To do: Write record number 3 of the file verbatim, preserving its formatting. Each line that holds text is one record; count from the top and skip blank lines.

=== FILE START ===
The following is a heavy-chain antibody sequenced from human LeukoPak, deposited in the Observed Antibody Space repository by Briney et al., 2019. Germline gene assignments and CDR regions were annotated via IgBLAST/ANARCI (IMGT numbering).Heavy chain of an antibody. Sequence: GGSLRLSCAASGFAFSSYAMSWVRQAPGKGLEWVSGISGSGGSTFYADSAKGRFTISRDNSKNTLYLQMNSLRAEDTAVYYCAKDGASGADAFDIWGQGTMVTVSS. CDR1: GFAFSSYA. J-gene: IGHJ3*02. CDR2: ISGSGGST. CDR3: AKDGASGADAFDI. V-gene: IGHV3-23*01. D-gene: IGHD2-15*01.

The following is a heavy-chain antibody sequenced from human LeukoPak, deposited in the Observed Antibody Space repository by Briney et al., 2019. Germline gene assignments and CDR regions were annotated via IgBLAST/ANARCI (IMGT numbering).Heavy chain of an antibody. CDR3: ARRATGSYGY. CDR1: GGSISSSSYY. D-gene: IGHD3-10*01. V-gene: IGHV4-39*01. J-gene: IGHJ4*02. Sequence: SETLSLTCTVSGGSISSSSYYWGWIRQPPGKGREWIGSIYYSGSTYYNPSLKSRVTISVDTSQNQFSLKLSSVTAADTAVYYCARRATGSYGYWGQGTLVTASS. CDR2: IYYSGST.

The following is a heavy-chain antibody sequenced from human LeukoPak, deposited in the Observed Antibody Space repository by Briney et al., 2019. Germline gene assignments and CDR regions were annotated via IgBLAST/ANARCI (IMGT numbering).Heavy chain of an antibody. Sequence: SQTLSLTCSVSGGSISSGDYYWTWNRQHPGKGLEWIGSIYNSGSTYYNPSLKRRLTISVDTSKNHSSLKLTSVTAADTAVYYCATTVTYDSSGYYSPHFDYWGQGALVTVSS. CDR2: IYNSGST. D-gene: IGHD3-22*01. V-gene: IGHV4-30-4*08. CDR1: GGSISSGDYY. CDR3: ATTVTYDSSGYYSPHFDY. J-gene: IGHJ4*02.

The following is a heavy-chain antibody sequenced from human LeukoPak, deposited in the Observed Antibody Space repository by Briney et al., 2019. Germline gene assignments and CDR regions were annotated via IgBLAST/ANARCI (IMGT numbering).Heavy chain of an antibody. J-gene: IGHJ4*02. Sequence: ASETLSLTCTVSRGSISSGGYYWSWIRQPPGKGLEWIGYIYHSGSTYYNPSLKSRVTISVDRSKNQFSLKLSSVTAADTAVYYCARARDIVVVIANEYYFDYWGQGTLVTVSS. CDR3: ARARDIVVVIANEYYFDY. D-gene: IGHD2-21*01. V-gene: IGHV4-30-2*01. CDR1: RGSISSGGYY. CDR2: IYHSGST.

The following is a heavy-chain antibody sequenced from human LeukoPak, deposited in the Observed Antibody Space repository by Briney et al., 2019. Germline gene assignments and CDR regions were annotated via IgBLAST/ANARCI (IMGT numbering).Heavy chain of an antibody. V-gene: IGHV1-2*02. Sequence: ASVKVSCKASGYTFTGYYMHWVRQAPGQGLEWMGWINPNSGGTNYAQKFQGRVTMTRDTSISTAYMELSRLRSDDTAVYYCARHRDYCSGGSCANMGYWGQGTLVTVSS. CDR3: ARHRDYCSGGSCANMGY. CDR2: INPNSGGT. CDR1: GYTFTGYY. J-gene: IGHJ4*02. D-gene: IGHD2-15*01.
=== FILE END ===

The following is a heavy-chain antibody sequenced from human LeukoPak, deposited in the Observed Antibody Space repository by Briney et al., 2019. Germline gene assignments and CDR regions were annotated via IgBLAST/ANARCI (IMGT numbering).Heavy chain of an antibody. Sequence: SQTLSLTCSVSGGSISSGDYYWTWNRQHPGKGLEWIGSIYNSGSTYYNPSLKRRLTISVDTSKNHSSLKLTSVTAADTAVYYCATTVTYDSSGYYSPHFDYWGQGALVTVSS. CDR2: IYNSGST. D-gene: IGHD3-22*01. V-gene: IGHV4-30-4*08. CDR1: GGSISSGDYY. CDR3: ATTVTYDSSGYYSPHFDY. J-gene: IGHJ4*02.